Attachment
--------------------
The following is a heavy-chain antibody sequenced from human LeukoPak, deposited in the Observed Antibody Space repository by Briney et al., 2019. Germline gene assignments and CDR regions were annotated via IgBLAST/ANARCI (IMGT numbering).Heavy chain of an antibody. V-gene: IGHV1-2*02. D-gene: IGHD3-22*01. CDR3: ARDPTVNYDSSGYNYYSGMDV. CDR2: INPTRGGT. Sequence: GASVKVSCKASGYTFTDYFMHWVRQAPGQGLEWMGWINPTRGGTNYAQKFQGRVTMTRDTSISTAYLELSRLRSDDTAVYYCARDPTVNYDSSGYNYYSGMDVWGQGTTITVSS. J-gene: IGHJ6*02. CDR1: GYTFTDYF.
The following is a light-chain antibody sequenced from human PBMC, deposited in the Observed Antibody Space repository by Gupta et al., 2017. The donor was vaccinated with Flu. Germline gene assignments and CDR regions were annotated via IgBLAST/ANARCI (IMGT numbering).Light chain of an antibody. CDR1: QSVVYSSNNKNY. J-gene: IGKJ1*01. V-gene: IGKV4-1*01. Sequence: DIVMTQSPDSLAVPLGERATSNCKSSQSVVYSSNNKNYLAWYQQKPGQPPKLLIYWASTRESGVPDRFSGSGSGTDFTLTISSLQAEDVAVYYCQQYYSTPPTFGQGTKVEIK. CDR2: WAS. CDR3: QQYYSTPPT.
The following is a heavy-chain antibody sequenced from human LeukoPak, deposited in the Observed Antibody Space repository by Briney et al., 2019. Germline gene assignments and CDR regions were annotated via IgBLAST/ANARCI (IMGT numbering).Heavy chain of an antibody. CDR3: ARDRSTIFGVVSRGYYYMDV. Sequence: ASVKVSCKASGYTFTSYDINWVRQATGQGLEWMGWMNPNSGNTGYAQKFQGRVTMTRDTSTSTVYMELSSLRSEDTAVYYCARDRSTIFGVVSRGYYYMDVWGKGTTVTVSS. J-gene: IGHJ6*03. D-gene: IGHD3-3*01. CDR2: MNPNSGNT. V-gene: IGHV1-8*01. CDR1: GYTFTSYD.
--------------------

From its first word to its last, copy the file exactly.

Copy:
The following is a heavy-chain antibody sequenced from human LeukoPak, deposited in the Observed Antibody Space repository by Briney et al., 2019. Germline gene assignments and CDR regions were annotated via IgBLAST/ANARCI (IMGT numbering).Heavy chain of an antibody. V-gene: IGHV1-2*02. D-gene: IGHD3-22*01. CDR3: ARDPTVNYDSSGYNYYSGMDV. CDR2: INPTRGGT. Sequence: GASVKVSCKASGYTFTDYFMHWVRQAPGQGLEWMGWINPTRGGTNYAQKFQGRVTMTRDTSISTAYLELSRLRSDDTAVYYCARDPTVNYDSSGYNYYSGMDVWGQGTTITVSS. J-gene: IGHJ6*02. CDR1: GYTFTDYF.
The following is a light-chain antibody sequenced from human PBMC, deposited in the Observed Antibody Space repository by Gupta et al., 2017. The donor was vaccinated with Flu. Germline gene assignments and CDR regions were annotated via IgBLAST/ANARCI (IMGT numbering).Light chain of an antibody. CDR1: QSVVYSSNNKNY. J-gene: IGKJ1*01. V-gene: IGKV4-1*01. Sequence: DIVMTQSPDSLAVPLGERATSNCKSSQSVVYSSNNKNYLAWYQQKPGQPPKLLIYWASTRESGVPDRFSGSGSGTDFTLTISSLQAEDVAVYYCQQYYSTPPTFGQGTKVEIK. CDR2: WAS. CDR3: QQYYSTPPT.
The following is a heavy-chain antibody sequenced from human LeukoPak, deposited in the Observed Antibody Space repository by Briney et al., 2019. Germline gene assignments and CDR regions were annotated via IgBLAST/ANARCI (IMGT numbering).Heavy chain of an antibody. CDR3: ARDRSTIFGVVSRGYYYMDV. Sequence: ASVKVSCKASGYTFTSYDINWVRQATGQGLEWMGWMNPNSGNTGYAQKFQGRVTMTRDTSTSTVYMELSSLRSEDTAVYYCARDRSTIFGVVSRGYYYMDVWGKGTTVTVSS. J-gene: IGHJ6*03. D-gene: IGHD3-3*01. CDR2: MNPNSGNT. V-gene: IGHV1-8*01. CDR1: GYTFTSYD.